The ANC doesn’t cross over to the microphone though and despite my issues with the flimsy build, it’s a very good mic. You can listen to the recording for yourself but I found the audio to be very clear with only slightest processing to my voice. I do wish the QuantumEngine had some tools to improve the audio quality but all you get is managing sidetone and mic input level.
I started by asking if the JBL Quantum 800’s can live up to the legacy of the company’s speakers. They do. I’m always on the look out for a wireless headset that I can use for gaming, music and work and most can’t do all three as well as the Quantums. It’s not perfect but for what it does, I’m happy. Given the size of the dongle, I wish they had a toggle to enable them to work on Xbox consoles just like the Steelseries Arctis 7X.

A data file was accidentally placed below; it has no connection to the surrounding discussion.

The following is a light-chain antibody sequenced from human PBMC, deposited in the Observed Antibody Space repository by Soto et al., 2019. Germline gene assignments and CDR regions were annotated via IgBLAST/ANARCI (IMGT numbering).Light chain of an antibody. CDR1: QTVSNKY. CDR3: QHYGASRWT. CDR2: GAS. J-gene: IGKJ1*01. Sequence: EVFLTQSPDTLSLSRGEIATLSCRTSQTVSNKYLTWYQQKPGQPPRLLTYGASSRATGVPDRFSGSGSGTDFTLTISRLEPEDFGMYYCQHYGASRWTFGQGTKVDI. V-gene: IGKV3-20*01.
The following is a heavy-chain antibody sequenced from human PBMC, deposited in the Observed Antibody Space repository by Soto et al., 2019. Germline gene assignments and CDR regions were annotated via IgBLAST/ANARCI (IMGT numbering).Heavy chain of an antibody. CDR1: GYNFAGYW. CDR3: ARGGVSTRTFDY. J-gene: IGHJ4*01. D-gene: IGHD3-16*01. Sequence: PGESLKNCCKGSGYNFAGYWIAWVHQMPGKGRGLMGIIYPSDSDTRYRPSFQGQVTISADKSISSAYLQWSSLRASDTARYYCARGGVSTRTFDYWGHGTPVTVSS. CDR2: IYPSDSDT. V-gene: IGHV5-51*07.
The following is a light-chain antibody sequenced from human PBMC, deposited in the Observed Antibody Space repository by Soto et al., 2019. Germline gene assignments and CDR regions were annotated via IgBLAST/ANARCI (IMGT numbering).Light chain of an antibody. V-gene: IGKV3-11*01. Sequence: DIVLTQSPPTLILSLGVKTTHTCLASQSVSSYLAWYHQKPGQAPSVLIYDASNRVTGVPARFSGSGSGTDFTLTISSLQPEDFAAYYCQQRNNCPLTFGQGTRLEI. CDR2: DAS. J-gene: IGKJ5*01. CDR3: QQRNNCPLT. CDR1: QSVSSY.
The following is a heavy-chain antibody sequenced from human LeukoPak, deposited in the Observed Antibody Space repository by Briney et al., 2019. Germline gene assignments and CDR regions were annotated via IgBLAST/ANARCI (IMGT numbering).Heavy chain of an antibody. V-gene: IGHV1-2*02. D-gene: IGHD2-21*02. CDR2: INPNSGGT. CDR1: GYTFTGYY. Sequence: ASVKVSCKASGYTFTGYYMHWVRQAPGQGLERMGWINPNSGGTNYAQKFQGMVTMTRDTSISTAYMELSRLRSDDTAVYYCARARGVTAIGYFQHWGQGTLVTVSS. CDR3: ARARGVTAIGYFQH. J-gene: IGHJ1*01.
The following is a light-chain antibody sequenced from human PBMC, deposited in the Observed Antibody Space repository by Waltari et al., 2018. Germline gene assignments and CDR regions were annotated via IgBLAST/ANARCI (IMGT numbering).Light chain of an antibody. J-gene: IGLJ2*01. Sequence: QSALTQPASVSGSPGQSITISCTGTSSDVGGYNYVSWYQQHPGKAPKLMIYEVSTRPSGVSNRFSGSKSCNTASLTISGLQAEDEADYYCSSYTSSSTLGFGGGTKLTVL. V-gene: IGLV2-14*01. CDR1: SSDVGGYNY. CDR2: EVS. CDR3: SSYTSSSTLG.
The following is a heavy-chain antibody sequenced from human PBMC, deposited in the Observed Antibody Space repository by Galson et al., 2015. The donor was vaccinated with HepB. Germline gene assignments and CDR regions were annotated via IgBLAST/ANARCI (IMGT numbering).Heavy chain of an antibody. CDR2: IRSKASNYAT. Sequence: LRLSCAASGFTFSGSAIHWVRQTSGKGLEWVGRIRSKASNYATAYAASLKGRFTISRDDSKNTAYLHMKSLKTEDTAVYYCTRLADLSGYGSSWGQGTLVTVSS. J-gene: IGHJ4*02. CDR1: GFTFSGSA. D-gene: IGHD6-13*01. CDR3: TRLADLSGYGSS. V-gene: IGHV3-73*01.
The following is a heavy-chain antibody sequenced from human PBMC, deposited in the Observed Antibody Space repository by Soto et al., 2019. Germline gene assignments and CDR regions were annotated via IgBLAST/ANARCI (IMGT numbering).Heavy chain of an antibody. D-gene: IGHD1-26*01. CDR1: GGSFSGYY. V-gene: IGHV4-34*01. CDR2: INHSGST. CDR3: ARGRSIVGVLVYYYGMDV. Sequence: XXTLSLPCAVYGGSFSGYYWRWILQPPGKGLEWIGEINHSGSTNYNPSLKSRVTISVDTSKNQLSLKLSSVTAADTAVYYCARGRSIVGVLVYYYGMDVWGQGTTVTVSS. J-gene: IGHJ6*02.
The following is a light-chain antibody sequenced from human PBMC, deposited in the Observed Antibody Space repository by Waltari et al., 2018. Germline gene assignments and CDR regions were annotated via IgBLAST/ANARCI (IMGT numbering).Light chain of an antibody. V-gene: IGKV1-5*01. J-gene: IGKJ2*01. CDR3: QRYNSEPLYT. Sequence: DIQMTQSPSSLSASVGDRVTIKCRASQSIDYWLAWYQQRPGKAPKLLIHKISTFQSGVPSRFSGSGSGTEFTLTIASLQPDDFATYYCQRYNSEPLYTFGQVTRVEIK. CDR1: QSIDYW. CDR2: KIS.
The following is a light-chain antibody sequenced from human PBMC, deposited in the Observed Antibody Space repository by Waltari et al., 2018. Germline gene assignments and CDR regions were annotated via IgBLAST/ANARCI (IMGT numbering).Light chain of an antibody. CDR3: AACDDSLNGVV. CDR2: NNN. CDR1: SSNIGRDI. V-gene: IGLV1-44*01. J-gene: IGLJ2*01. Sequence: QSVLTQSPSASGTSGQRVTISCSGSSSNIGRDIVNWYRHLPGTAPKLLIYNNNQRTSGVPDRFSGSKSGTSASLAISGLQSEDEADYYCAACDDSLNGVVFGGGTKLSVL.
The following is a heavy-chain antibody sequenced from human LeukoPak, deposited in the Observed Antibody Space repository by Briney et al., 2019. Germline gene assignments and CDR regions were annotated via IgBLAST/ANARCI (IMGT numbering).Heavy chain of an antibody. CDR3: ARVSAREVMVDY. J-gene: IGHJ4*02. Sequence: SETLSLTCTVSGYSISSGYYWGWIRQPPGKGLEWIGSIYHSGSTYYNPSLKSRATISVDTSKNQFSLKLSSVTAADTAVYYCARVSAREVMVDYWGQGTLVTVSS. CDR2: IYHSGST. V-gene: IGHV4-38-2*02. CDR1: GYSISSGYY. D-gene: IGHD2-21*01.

The surround sound is still unconvincing but with the option of QuantumSurround or DTS Headphone:X, you can surely find one that works for you. The microphone sounds great but I don’t like it’s construction and a retractable mic would be much better. Lastly. the $350 price is going to be a major barrier to most people and doesn’t compete favorably with much cheaper alternatives like the Corsair HS70 Bluetooth and aforementioned Arctis 7X.
Overall, the Quantum 800 is a very solid headset that is sure to please most gamers.
JBL Australia provided PowerUp! with the Quantum 800 for the purpose of this review.